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The Video iPod


By Brendan I. Koerner

The Pitch Abandoning its iconic dancing silhouette in favor of a more utilitarian approach, Apple touts the video iPod with a stark-yet-powerful print campaign. Six of the players are lined up in a row, their screens ablaze with track info, family photos, the title screen from Lost, and rocker-cum-humanitarian Bono. The plain-Jane text at the bottom explains that (duh) the video iPod is for watching video, and that prices start at $299. And there endeth the lesson.

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Reminds Us Of Any number of fancy European car ads, in which the mere image of a Jaguar set against a black backdrop is deemed sufficient to excite the senses and pry open the pocketbooks. The copy also has a vaguely pharmaceutical air about it, too, as if the Feds were primed to pounce should Apple make any hyperbolic claims.

The Spin Apple's ad agency, TBWA Chiat Day, can afford to go the understatement route at this point; those little white boxes are so well-known at this point, it's not like they really need to explain what they're for. (Eat your hearts out, Rio and Archos.) But they also need to convince iPod customers to fork over another $300-plus for the video privilege, and a lot of those customers are probably used to equating mobile video with poor quality. So the ads really focus on presenting the crispness of the screen's colors, along with the variety of content available right now, as opposed to a year or two down the line. I mean, who wouldn't want to see the full-color cover of Harry Potter and the Half-Blood Prince while listening to the audiobook?

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Counterspin There's a practical reason for the straightforward approach, sure, but perhaps TBWA Chiat Day has finally wised up to the fact that its Day-Glo iPod ads are wearing thin? The writing's on the wall, especially after that Eminem iTunes spot that has invited a cease-and-desist letter from Lugz, which claims that the commercial rips off its own ad featuring Funkmaster Flex.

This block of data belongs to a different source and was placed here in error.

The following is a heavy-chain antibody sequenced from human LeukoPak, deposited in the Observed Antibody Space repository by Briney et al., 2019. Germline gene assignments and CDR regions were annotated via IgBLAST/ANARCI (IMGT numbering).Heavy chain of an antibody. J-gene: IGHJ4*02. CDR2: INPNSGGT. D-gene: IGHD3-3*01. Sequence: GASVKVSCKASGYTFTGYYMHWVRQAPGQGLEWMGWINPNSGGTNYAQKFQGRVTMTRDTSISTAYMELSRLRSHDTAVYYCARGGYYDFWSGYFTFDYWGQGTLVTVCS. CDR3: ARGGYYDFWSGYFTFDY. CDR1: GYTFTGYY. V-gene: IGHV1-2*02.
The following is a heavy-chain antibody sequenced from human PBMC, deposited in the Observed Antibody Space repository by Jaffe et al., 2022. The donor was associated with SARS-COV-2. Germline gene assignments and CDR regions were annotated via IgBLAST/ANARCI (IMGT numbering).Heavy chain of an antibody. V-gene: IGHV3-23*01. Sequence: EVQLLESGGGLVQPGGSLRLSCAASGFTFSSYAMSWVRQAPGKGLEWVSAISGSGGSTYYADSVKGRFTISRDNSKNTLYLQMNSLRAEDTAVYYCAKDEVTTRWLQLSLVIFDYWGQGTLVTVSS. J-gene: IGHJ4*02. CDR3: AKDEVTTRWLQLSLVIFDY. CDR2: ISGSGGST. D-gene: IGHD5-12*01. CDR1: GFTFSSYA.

Takeaway Let's give Apple and TBWA Chiat Day some credit for heeding Thoreau's timeless wisdom: "Simplify, simplify." The iPod Video ads are low-cal, but think of them as lean-and-mean rather than unnecessarily skimpy. The white-on-black two-page spread works well with the colored screens, and I'm all for the absence of small print—I kept looking for a "Simulated Images" warning, but it ain't there. There's also some nice visual structuring: the progression from least impressive (audio track info) to most impressive (a backlit Bono) goes from left-to-right, so you end up with a (very) short mental journey from shrugging your shoulders to "Wow." Except, I guess, if you come from a country that adheres to right-to-left writing. Is the order flipped for Israeli magazines? Hmmmmm...

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Hype-O-Meter 8 (out of 10); not one for the Hall of Fame, but crisp, nuanced, and easy on the eyes.

Brendan I. Koerner is a contributing editor at Wired and a columnist for both The New York Times and Slate. His Hype Sheet column appears every other Wednesday on Gizmodo.

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